The petitioner's remaining contention is that the methods of foreclosing the right of redemption differ according to whether the land taken or purchased by the municipality is or is not, in the opinion of the commissioner, sufficient to
pay charges, and hence do not give equal protection of the law to all whose property has been taken or purchased by the municipality for nonpayment of taxes. It does not appear that allegations directed to this contention are included in the petition, but assuming that it is properly before us we think it cannot be sustained. The statute does not take from those whose lands have been taken or purchased by the municipality for nonpayment of taxes the right afforded generally to redeem the same in accordance with the provisions of G.L. (Ter. Ed.) c. 60, but simply limits the time within which proceedings so to redeem may be brought in that class of cases where the value of the land is certified by the commissioner to be of insufficient value as set forth in Section 79. Somewhat similar statutes classifying certain subjects for tax assessment purposes and particularly for purposes of foreclosure of the right to redeem have been held not to violate the principles of equal protection. Tappan v. Merchants' National Bank, 19 Wall. 490. King v. Mullins, 171 U.S. 404, 435, 436. South San Joaquin Irrigation District v. Neumiller, 2 Cal. (2d) 485, 490, 491. Messer v. Lang, 129 Fla. 546, 550, 554. "The constitutional rule as to uniformity does not apply to provisions relating to the collection and enforcement of the tax." 1 Cooley, Taxation (4th ed.) Section 308. See also Sections 303-308 and cases cited. In Tappan v. Merchants' National Bank, 19 Wall. 490, at page 505, the court said: "The constitution does not require uniformity in the manner of collection. Uniformity in the assessment is all it demands. When assessed the tax may be collected in the manner the law shall provide; and this may be varied to suit the necessities of each case." See also King v. Mullins, 171 U.S. 404, 435.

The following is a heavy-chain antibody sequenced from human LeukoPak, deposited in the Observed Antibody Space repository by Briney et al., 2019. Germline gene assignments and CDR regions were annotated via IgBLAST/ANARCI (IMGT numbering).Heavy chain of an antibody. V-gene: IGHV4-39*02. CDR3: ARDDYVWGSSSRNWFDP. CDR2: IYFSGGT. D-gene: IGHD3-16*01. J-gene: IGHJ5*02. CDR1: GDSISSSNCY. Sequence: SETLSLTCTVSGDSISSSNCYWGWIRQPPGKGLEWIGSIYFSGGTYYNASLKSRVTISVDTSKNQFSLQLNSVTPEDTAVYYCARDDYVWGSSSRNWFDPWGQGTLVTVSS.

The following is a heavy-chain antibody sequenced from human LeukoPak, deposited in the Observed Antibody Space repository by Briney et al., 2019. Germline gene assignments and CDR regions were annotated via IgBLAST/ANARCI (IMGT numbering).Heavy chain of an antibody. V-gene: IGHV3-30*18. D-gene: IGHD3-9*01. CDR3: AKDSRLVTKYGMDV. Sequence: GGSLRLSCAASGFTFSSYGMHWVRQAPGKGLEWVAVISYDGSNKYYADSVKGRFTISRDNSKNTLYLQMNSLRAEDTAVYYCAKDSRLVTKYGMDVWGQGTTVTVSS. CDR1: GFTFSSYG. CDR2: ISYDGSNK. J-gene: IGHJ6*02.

We are of opinion that the classification of lands taken or purchased by a municipality for nonpayment of taxes as those which, in the opinion of the commissioner, are of insufficient value to pay the taxes and charges set forth in Section 79, is reasonable, not arbitrary, and can be said to be based on a ground of difference having a fair and substantial relation to the object of the legislation, and that the statute treats alike all persons similarly circumstanced.
See Carmichael v. Southern Coal & Coke Co. 301 U.S. 495, 511. Such a classification does not offend the constitutional requirement of equal protection of the law. See Howes Brothers Co. v. Unemployment Compensation Commission, 296 Mass. 275 , and cases cited.
Order dismissing petition affirmed.